Up to Eric's Home Page To Index Thu Sep 13 13:44:12 EDT 1990

Raymond's Reviews #86

More September catchup...

%T The Eyes of the Beholder
%A A. C. Crispin
%I Pocket Books
%D September 1990
%O paperback, US$5.95
%P 243
%G 0-671-70010-3

Ms. Crispin seems to have a thing about handicaps and adjustment thereto. In Silent Dances (RR#79) a deaf person spents pages ruminating over whether to have her hearing restored with a new operation; in this novel, blind but electronically "sighted" Commander La Forge spends the opening pages contemplating the same question. Sadly, in Eyes the opening scenes are followed by a melodramatic, cliche-heavy tangle of subplots apparently intended as a "juvenile" but insulting to the intelligence of an SF fan of any age. I mean, really -- between the cute little orphan girl, the Mysterious Alien Force Within The Sargasso Of Dead Ships, Data's fumbling attempts to write a novel and sundry thumpingly obvious reactions by characters that were cardboard to begin with, I was hard put to get halfway through this dreadful turkey. Dances had its problems but wasn't this bad; more evidence, I guess, for the theory that trekfic brings out the worst in authors and editors.

%T Grass
%A Sheri S. Tepper
%I Bantam/Spectra
%D September 1990
%O paperback, US$5.95
%P 449
%G 0-553-28565-3

Sheri S. Tepper has a regrettable tendency to waste a major imaginative talent on axe-grinding and shaky premises. When she manages to avoid this she is very good indeed, as Grass demonstrates. The book revolves around a multi-layered biological puzzle, as Lady Marjorie Westriding of Earth works to understand the relationship between the Grassian aristocracy and the creatures they ride in their weird and often lethal parody of Old Earth's fox hunts. The results are dark and fascinating. Recommended.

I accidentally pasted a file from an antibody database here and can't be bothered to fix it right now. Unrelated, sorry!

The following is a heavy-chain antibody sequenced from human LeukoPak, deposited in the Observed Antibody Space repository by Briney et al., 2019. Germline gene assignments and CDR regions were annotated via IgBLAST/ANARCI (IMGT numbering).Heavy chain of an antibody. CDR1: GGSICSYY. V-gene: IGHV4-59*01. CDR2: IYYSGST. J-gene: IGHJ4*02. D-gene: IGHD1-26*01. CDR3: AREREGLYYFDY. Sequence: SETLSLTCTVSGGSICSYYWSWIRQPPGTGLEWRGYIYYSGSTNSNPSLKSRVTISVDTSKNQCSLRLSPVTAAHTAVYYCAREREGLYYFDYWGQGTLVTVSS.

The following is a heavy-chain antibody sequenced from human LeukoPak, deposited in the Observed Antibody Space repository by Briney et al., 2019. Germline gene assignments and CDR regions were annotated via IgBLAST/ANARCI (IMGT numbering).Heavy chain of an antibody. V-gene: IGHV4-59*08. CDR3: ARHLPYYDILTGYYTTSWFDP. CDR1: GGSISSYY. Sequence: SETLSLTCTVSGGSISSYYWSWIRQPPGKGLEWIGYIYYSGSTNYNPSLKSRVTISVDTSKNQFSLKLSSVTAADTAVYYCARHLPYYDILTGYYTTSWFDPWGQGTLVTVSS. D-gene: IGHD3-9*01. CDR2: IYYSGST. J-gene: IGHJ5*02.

%T Fire on the Border
%A Kevin O'Donnell, Jr.
%D September 1990
%O paperback, US$4.95
%P 368
%G 0-451-45030-2

The author of The Journeys of McGill Feighan and Oracle brings us a hardware-heavy space opera. The vast and alien Wayholder Empire, committed to endless war against the devouring nano-replicators of the even more alien Korrin, begins to use human frontier worlds as training grounds for its troops. It hands Terra an ultimatum -- permit the slaughter of so many planetary populations a year or face total annihilation. The Terran Association submits, neutralizing its vast navies -- but the colony worlds do not. It falls to two men -- Kajiwara Hoshiro and his clone-son Daitaku, the last samurai -- to lead the battle against human defeatism and alien might. The characters are strictly cardboard but the hardware and tactical ideas quite original and interesting; if you like hard SF with carefully thought out space-battle scenes as much as I do, you'll enjoy this book for that reason alone.

RECEIVED BUT NOT REVIEWED (aka the regular fantasy-series discard pile):

Game's End (Kevin J. Anderson), Isle of View (Piers Anthony), Usurper: The Second Book of the Kingdoms (Angus Wells). Is any more explanation than the titles really necessary...?

Up to Eric's Home Page To Index Thu Sep 13 13:44:12 EDT 1990

Eric S. Raymond <esr@snark.thyrsus.com>